Monthly Archives: August 2010

The Alchemy of Stone by Ekaterina Sedia

The Alchemy of Stone

AuthorEkaterina Sedia

Hardcover
Pages: 304
Publisher: Prime Books
Release Date: November 1st, 2009
ISBN-10: 1607012154
ISBN-13: 978-1607012153


I stumbled into reading Ekaterina Sedia’s The Alchemy of Stone via a twitter conversation between Paul Jessup and Matthew Delman. It wasn’t a conversation about the novel’s themes or its characterizations, nor was it even about the quality; rather, they debated tone and setting. Delman likened the setting to Eastern Europe, akin to medieval Prague or Moscow, but Jessup didn’t see the connection. Having travelled quite extensively through that part of the world (in modern times, not medieval, mind you), I was curious about the distinction, and so took the novel from the (proverbial) pile and jumped into it knowing very little about Sedia or her work.

With the tale behind me now, I’m not surprised that Delman and Jessup’s conversation so heavily leaned on atmosphere. The nameless city in which the novel’s set is as important a character as any of the other characters: human, automaton or otherwise. Through the living stone Gargoyles, Sedia gives the city a voice:

There is a house on the top of the hill – no man’s land, no-place, too steep for agriculture and too rocky for pasture, out-of-the-way and inconvenient for city dwellers and farmers both. This hill, the Ram’s Skull, the bald forehead of the once-mountain worn to a nub by time (slipping, slipping, faster and faster) is nothing but bedrock and loose stones. The house on the top sits lopsided already, its northern corner sinking with the decay of the slope under its supports

The mechanical girl and the Soul-Smoker enter the house – we hear the long squeal of a door as it opens and a slam as it closes behind them. We do not know what is happening inside, but we can guess – there is light in the fireplace and the gurgling of a kettle, and low, guilty voices. And we think of the souls and we count them – we had known every ghost in the city, and we can recall their names. We marvel at the cruelty of their fate without having the capacity to truly comprehend it – no more than to merely recognize it as grotesque. But, like the mechanical girl, we have no souls, and we are not afraid of the Soul-Smoker, we have no reason to worry that the souls inside him will somehow lure ours away and we will fall dead on the spot, abandoned by our animating essence. We think about the nature of souls and listen to the small domestic noises reaching us from the little house on top of the hill.

But the nameless city, and its gradual degradation and destruction as two warring factions wage war in its streets, isn’t the ultimate make-it-or-break-it facet of the novel. Rather, that’s Mattie, a mechanical girl, an automaton, as she’s coined in the novel, trying to break free from the shackles that society has placed on her. The reader’s willingness to buy into Mattie will likely determine their attachment to the novel. She’s a well drawn, sympathetic character, much moreso than many of the secondary human characters (the only one who comes close to her level of complexity is Loharri, who’s woefully under-explored), but, in the end… she’s also a mechanical construction with little explanation of how a gunpowder society is able to create a fully sentient, emotional and adaptable A.I. This is doubly hard to buy into when much of the crux of the novel’s plot (which happens around and despite Mattie, rather than because of her) centres around a massive computer (for lack of a better term) that is powered by coal and much less sophisticated than Mattie. I was often enthralled by her, but then she would do something too human, and I’d be whisked away from the story. Ironically, perhaps, her character would have been better served if she was more alien – Ted Chiang’s Exhalation is a brilliant example of how to draw a sympathetic but believable robotic character. Her struggles with trying to break away from the preconceptions cast on her by society were fascinating, but her emotional relationships with human characters are hard to empathize with. Ultimately, had Sedia pulled back the curtain on Mattie’s creation, and given reason for why she was so far ahead of the technology curve (and I believe there was a very ample opportunity to do this, if she’d just followed one plot string about a trio of young boys to a deeper conclusion), all of a sudden the dichotomy of Mattie’s personality and emotional abilities would have been worlds easier to accept.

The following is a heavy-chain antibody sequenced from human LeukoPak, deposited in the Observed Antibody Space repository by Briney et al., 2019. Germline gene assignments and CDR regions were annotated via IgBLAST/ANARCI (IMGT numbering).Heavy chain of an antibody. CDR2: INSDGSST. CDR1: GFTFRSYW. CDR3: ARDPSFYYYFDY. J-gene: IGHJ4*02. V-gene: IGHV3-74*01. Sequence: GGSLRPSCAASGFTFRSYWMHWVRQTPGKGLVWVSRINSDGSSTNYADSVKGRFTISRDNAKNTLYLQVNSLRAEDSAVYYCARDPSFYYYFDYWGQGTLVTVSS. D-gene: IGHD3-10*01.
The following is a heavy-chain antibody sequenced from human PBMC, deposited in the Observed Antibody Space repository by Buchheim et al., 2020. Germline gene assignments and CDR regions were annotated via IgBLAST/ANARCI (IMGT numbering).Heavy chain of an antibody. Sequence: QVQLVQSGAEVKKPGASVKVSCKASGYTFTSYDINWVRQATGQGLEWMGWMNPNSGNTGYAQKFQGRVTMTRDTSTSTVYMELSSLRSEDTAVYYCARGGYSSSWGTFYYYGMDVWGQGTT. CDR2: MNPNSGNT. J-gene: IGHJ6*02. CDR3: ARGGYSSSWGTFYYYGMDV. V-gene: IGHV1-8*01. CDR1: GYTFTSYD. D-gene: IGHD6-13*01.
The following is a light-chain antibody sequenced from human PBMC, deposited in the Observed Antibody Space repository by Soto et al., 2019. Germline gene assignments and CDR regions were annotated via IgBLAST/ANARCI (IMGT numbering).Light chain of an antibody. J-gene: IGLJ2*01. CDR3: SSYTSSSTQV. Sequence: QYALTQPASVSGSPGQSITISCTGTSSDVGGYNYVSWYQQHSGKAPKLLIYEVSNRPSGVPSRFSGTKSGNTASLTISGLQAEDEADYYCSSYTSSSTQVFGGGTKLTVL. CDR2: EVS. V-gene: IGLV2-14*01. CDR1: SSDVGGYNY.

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Tengwar, by JRR Tolkien & Marcin Przybys